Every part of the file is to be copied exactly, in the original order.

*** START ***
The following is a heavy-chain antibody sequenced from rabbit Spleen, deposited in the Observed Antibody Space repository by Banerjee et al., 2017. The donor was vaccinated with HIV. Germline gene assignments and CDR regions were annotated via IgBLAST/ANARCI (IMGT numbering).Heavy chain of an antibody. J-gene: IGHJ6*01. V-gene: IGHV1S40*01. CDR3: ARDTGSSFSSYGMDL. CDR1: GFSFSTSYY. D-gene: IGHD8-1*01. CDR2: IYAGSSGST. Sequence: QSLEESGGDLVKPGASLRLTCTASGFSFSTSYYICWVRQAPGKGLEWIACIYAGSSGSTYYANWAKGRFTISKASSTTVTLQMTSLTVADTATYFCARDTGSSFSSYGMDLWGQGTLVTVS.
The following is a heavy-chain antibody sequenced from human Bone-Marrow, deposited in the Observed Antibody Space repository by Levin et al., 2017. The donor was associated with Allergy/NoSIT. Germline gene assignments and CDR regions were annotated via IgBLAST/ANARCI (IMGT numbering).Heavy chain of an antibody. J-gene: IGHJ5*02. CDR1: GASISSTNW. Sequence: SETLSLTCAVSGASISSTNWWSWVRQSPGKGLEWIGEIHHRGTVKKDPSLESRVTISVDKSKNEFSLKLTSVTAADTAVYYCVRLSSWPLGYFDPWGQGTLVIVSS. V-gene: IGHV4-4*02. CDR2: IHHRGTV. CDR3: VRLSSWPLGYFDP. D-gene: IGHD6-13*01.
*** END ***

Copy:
The following is a heavy-chain antibody sequenced from rabbit Spleen, deposited in the Observed Antibody Space repository by Banerjee et al., 2017. The donor was vaccinated with HIV. Germline gene assignments and CDR regions were annotated via IgBLAST/ANARCI (IMGT numbering).Heavy chain of an antibody. J-gene: IGHJ6*01. V-gene: IGHV1S40*01. CDR3: ARDTGSSFSSYGMDL. CDR1: GFSFSTSYY. D-gene: IGHD8-1*01. CDR2: IYAGSSGST. Sequence: QSLEESGGDLVKPGASLRLTCTASGFSFSTSYYICWVRQAPGKGLEWIACIYAGSSGSTYYANWAKGRFTISKASSTTVTLQMTSLTVADTATYFCARDTGSSFSSYGMDLWGQGTLVTVS.
The following is a heavy-chain antibody sequenced from human Bone-Marrow, deposited in the Observed Antibody Space repository by Levin et al., 2017. The donor was associated with Allergy/NoSIT. Germline gene assignments and CDR regions were annotated via IgBLAST/ANARCI (IMGT numbering).Heavy chain of an antibody. J-gene: IGHJ5*02. CDR1: GASISSTNW. Sequence: SETLSLTCAVSGASISSTNWWSWVRQSPGKGLEWIGEIHHRGTVKKDPSLESRVTISVDKSKNEFSLKLTSVTAADTAVYYCVRLSSWPLGYFDPWGQGTLVIVSS. V-gene: IGHV4-4*02. CDR2: IHHRGTV. CDR3: VRLSSWPLGYFDP. D-gene: IGHD6-13*01.